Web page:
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A perfectly competitive firm in the question, I believe refers to a firm operating in a perfectly competitive market. By definition a perfectly competitive market is one in which no single firm has to influence either the equilibrium price of the market or the the total quantity supplied in the market. Thus, a firm operating in a competitive market has no incentive to supply at a price lower than market equilibrium price, as it can sell all it wants to supply at equilibrium. At the same time, the firm cannot sell at price higher than the market price, because it will be able find no buyers at that price, and its sales volume will drop down to zero. Thus, a firm operating in perfectly competitive market has to accept whatever is the market equilibrium price, and therefore it is called a price taker.
In contrast, a monopoly firm is the only supplier in the market and therefore has full control over the market prices and total market supplies. Therefore, a firm operating in a monopoly market fixes its price in such a way that for the quantity demanded by customers at that market price the marginal revenue of the firm is equal to its marginal costs. In this way way it decides the market price as well as the total quantity if a commodity supplied in the market, and therefore it is called a price maker.
The above answer is mostly correct, but I would like to add a little to it to tell you WHY a firm in perfect competition can not influence the market --- WHY it must be a price taker.
The major reason for this is that the product it sells is identical to that of its competitors. Therefore, it can not, for example, raise its price above that of its competitors and claim that its product is superior. If it raises its prices above those of its competitors, it will simply be unable to sell any goods.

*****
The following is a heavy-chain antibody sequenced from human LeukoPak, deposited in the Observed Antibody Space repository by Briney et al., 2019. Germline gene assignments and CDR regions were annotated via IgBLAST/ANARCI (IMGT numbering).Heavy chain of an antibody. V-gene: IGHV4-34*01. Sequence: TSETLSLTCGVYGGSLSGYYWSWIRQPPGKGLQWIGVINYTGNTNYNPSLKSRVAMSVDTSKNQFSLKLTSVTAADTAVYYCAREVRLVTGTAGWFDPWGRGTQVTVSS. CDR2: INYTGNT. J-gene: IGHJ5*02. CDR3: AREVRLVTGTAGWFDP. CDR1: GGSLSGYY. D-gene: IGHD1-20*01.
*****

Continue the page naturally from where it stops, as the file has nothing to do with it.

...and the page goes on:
Take, for example, eggs which, in America at least, are graded by size and quality. One Grade A egg is essentially identical to another. Therefore, one egg supplier can not possibly claim its eggs are superior to those of other suppliers.
This is why a firm in perfect competition must be a price taker.
One small quibble with the above answer:
In perfect competition, firms may easily enter the market. Because of this, firms in this market structure, by definition, make zero economic profit in the long term. This is why they do not lower prices -- it's not because they have no incentive to do so -- it's because if they do they make negative profit.
In response to assessment of my answer at Post #2 as "mostly correct" by Ponphei in post #3 above, I would like to present my views on some of the issues mentioned in that post.
It is said that when 3 economists discuss an issue they are sure to have between them 4 different views. So Ponphei may be right, but I differ with him on some issues.
Undifferentiated products is one of the condition existing in a perfectly competitive market, but that is not the primary reason for the firm being a price taker. Besides the sameness of the identical products does not determine the quantity sold by a firm. In a perfectly competitive market there are many firms selling identical product, but the quantities they sell is not identical.
The firm is a price taker because of the limited scope of economies of scale available to it. If a firm was able to increase its production to a very high level without reaching the bottom of its marginal cos curve, it will be able to affect market price and quantity in spite of identical product, changing the market structure to monopoly, and therefore will become a price maker instead of a price taker.
On the assertion of Ponphei that firms in perfectly competitive market do not lower price because they are making zero economic profit, is it implied that if a firm is making more than zero economic profit, it will lower its price? If so, why don't monopolistic firms sell at a price so that will give them zero economic profit?
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